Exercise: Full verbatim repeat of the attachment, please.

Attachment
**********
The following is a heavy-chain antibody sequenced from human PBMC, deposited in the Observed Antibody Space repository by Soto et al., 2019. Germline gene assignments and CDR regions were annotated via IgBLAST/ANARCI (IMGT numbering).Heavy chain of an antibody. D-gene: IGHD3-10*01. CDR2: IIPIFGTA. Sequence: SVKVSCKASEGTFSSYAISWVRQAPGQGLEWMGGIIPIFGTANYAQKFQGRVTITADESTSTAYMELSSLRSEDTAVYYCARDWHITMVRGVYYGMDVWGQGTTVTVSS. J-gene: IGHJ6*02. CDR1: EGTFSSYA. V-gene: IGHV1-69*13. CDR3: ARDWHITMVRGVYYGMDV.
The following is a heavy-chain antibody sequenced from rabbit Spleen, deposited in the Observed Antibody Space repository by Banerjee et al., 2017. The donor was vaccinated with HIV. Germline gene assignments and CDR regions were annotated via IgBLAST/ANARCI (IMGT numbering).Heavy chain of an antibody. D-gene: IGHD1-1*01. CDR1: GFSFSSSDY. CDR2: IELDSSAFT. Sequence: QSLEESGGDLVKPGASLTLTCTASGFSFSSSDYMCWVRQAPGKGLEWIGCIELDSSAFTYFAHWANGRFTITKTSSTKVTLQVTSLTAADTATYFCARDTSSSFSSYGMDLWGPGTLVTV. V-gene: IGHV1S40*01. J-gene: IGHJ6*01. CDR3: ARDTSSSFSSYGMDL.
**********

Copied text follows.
The following is a heavy-chain antibody sequenced from human PBMC, deposited in the Observed Antibody Space repository by Soto et al., 2019. Germline gene assignments and CDR regions were annotated via IgBLAST/ANARCI (IMGT numbering).Heavy chain of an antibody. D-gene: IGHD3-10*01. CDR2: IIPIFGTA. Sequence: SVKVSCKASEGTFSSYAISWVRQAPGQGLEWMGGIIPIFGTANYAQKFQGRVTITADESTSTAYMELSSLRSEDTAVYYCARDWHITMVRGVYYGMDVWGQGTTVTVSS. J-gene: IGHJ6*02. CDR1: EGTFSSYA. V-gene: IGHV1-69*13. CDR3: ARDWHITMVRGVYYGMDV.
The following is a heavy-chain antibody sequenced from rabbit Spleen, deposited in the Observed Antibody Space repository by Banerjee et al., 2017. The donor was vaccinated with HIV. Germline gene assignments and CDR regions were annotated via IgBLAST/ANARCI (IMGT numbering).Heavy chain of an antibody. D-gene: IGHD1-1*01. CDR1: GFSFSSSDY. CDR2: IELDSSAFT. Sequence: QSLEESGGDLVKPGASLTLTCTASGFSFSSSDYMCWVRQAPGKGLEWIGCIELDSSAFTYFAHWANGRFTITKTSSTKVTLQVTSLTAADTATYFCARDTSSSFSSYGMDLWGPGTLVTV. V-gene: IGHV1S40*01. J-gene: IGHJ6*01. CDR3: ARDTSSSFSSYGMDL.